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16 INDEPENDENT RECORD n FEBRUARY 27, 2011 D n ESTATE AND FINANCIAL PLANNING

Giving That Lasts More than a Lifetime Do your homework before making a legacy gift David Smith, CEO Helena Family YMCA

When people are hurting, community projects need assistance, or youth need after school programs, you help. Your charitable gift touches those in need today.The charitable organizations you support also touch the future—and the best part is that you can help right here in your local community. Many organizations, such as the YMCA have an international reach. But through bequeaths to local organizations, you can create your local vision for a better world long after your lifetime. We rely on charitable organizations and they rely on us. While many charities receive some support from government agencies, 80 percent of

their funding comes from individuals— people like you who give generously throughout their lives. Part of that generosity can be through a legacy gift. Whether you think of yourself as rich or poor, or somewhere in between, your gift can make a difference. Some people think they must choose between leaving a gift to their family or their favorite charity, however,you can leave money to your family and to your favorite charity. Some charitable gifts may actually save your family money by decreasing inheritance taxes. Many organizations build up various trusts and legacy gifts to help with a building project, provide scholarship endowments, or just assist with ongo-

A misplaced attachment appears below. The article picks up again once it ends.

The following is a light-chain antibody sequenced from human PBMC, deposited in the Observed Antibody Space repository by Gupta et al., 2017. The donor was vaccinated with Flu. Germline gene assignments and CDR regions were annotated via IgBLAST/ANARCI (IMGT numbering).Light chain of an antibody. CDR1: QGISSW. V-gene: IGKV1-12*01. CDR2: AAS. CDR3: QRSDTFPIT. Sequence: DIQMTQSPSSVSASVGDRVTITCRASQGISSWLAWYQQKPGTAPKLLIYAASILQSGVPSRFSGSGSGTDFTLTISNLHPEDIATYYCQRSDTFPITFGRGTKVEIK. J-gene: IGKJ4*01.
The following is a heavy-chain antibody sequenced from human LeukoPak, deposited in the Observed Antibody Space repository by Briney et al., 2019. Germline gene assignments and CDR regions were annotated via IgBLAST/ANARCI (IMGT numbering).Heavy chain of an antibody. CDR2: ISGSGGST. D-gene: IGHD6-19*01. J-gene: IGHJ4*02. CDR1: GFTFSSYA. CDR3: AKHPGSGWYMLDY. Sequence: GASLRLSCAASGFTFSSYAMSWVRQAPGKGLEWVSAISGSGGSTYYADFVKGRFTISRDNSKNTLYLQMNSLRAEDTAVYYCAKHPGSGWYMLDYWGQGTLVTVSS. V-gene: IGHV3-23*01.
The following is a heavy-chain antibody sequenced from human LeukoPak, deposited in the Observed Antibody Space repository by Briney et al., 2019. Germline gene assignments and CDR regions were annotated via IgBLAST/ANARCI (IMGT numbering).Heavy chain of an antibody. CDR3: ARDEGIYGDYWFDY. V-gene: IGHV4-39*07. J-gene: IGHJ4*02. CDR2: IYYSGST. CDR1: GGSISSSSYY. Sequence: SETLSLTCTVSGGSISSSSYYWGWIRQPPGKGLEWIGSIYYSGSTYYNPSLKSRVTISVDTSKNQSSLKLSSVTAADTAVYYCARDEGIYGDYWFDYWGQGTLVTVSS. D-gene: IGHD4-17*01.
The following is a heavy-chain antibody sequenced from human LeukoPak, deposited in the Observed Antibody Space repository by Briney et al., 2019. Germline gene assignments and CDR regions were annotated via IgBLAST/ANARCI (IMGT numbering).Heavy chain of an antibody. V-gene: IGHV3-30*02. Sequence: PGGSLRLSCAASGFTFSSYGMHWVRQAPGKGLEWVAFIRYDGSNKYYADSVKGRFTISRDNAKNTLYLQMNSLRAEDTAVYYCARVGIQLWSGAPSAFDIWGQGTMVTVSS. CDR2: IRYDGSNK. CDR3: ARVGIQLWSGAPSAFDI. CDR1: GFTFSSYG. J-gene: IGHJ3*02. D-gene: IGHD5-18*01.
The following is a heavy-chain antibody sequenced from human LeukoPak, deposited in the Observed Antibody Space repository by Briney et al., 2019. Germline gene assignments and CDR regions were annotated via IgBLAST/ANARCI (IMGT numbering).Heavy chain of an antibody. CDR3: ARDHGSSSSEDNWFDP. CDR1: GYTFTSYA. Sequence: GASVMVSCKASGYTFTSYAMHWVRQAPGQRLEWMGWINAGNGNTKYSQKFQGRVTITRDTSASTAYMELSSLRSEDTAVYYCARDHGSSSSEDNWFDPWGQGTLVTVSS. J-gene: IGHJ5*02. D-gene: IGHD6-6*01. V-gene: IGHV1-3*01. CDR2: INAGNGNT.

ing administrative costs. An added benefit is that you can designate, or restrict, its uses. Helena has many worthwhile organizations. If you’re not associated with one, but still want to make a lasting gift, you can give to organizations such as United Way, the Montana Community Foundation, or the Lewis & Clark County Community Foundation.Those organizations review requests from other non-profit organizations, and handle charitable gifts from individuals and businesses. Here are a few things to consider: • Check out their mission statement. Do they support the causes you believe in? • Are they truly a non-profit organization? They should be able to provide you with an IRS “letter of determinationâ€? proving they are a 501(C)

(3) corporation.You may ask to see the organization’s 990.This is the equivalent of a tax return. • Ask how much of the donations are used for the actual purpose stated. The Better Business Bureau (BBB) recommends the charity should spend at least 65 percent of total expenses on program service activities and spend no more than 35 percent of related contributions on fund raising expenses. You can start helping today by making sure you have an up-to-date will (or living trust) that reflects your charitable objectives.Think beyond cash—you can leave stocks, real estate, insurance policies and personal property to charitable organizations. Go visit with the local CEO or board members to hear the stories about what the organizations are doing.

-$&.621085'2 *5$173& Iris H. Basta John H. Grant David L. Jackson Robert M. Murdo Scott M. Svee

Jackson, Murdo & Grant, P.C. was established in 1967. The firm serves a broad range of individual and corporate clients and practices in a wide variety of areas of law, including administrative, banking, business, collections, contracts, estate planning and probate, employment, civil litigation, land use and planning, liquor and gambling, real estate and securities law. 203 N. Ewing Street

Helena, MT 59601

(406) 442-1300

Estate Planning 2011  
Estate Planning 2011  

Estate Planning 2011

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